Investors in Europe remain in a cautious mood on Tuesday as they await a huge influx of economic data in the coming days, while US futures are also pointing to modest gains ahead of the open.
Stocks in China soared after a difficult start to the week, on the hope that the country's zero-Covid policy stance may be relaxed further. That had been the expectation in recent weeks, with a modest softening recently seen being followed by a more substantial shift in the spring.
But protests in recent days on the back of record Covid cases and tighter restrictions could have gone either way and that made investors extremely anxious on Monday. While I can imagine the path from zero-Covid to zero restrictions will be long and full of potholes and hurdles, the response to the unrest has appeared more promising than feared.
It may well be that the leadership had already been gauging the public mood on restrictions and had, as has been rumoured, already been planning its exit strategy which recent comments align with. Either way, it appears zero-Covid has reached a crossroads and the direction of travel now will determine investor appetite toward Chinese stocks going into 2023. Today's rebound suggests there's some optimism.
So much uncertainty in the oil markets
It's already been a very volatile week in oil markets and that's unlikely to change over the coming days given the immense uncertainty over the Russian price cap, China's Covid stance, and the OPEC+ meeting. The market is being led by speculation and leaks, of which there have been plenty and will likely be much more, which makes for very lively conditions given the wide array of possible outcomes.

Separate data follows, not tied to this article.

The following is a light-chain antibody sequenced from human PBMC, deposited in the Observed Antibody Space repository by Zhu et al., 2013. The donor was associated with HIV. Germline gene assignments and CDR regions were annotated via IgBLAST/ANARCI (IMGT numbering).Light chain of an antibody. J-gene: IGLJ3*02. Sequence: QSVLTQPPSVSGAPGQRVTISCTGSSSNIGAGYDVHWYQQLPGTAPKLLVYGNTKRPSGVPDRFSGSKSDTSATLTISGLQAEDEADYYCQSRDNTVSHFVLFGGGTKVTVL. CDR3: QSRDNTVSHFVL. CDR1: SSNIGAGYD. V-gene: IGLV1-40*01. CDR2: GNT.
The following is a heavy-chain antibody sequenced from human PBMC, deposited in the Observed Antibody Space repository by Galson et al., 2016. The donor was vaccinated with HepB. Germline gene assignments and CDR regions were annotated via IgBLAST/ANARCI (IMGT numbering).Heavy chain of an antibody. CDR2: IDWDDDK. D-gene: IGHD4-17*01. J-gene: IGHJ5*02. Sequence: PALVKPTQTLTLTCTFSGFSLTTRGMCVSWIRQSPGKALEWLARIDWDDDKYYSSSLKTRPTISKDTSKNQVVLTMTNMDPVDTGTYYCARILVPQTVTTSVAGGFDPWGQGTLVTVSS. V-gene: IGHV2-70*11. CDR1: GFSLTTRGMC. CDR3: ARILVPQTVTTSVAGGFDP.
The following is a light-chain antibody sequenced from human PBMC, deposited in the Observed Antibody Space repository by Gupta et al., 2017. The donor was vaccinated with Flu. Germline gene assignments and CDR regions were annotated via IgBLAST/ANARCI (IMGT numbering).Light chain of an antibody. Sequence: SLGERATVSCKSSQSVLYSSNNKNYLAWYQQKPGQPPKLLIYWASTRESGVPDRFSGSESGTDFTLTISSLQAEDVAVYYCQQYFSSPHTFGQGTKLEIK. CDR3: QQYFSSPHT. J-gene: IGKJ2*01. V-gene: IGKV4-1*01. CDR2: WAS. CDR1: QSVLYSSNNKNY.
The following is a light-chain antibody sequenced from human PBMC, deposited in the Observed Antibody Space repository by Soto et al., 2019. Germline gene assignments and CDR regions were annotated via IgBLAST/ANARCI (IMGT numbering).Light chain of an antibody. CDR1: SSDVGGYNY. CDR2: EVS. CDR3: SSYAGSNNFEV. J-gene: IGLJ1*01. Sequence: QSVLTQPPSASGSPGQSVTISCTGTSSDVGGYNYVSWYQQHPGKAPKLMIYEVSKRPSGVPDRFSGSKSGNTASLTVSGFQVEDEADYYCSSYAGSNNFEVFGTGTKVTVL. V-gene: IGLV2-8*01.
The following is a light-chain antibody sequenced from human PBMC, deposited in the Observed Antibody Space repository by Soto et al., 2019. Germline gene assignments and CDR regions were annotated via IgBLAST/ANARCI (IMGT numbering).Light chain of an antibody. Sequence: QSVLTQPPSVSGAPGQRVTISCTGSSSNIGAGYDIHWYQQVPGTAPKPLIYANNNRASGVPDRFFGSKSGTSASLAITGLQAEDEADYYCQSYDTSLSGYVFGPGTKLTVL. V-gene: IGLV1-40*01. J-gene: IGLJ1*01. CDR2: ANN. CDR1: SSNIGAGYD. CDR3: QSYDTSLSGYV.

And as you'd expect, all of the above are linked to varying degrees. A record surge in Covid cases is leading to tightening restrictions weighing on activity, spurring protests, and forcing a rethink of the country's zero-Covid policy. They've also weighed heavily on prices with China being the world's second-largest economy which will impact the demand forecasts from OPEC+ unless the group opts to hold on and await more clear signals and data.
Also influencing the group's analysis will be Russian sanctions, most notably the price cap which is yet to be fully agreed upon. The latest rumours suggest the cap could be agreed to as low as $62 which is much lower than the $65-70 previously leaked and could therefore have a bigger impact on Russian output. And of course, Russia itself is a key member of the OPEC+ alliance, just to complicate matters further and could throw its weight around in those discussions and make an agreement harder and more uncertain.
Oh and the EU does have a tendency to make full use of deadlines, with the next sanctions due to come into force the day after OPEC+ meets, which is of course on a Sunday for some reason. Not that the alliance always comes to quick agreements and on this occasion, you could easily forgive them for not. Needless to say, this is certainly a recipe for volatile trading conditions.
Volatile and awaiting key US data
Gold is rallying again on Tuesday on the back of a softer dollar but has only largely wiped out Monday's losses leaving it basically net even on the week. I expect to see plenty more volatility in the coming days given the amount of US economic data that are being released including inflation, GDP, and the jobs report. That sets us up nicely as we move into the final month of the year with only a couple of weeks to go until the hotly anticipated CPI inflation report and Fed meeting.
Choppy and vulnerable
Bitcoin has also reversed its Monday losses, rallying 1.5% so far today. The cryptocurrency has remained volatile in the aftermath of another plunge following the FTX collapse and now trades more than 75% from its highs just over a year ago. Even now it remains vulnerable as we continue to discover what the full contagion effect will be and what else will be uncovered.
This article is for general information purposes only. It is not investment advice or a solution to buy or sell securities.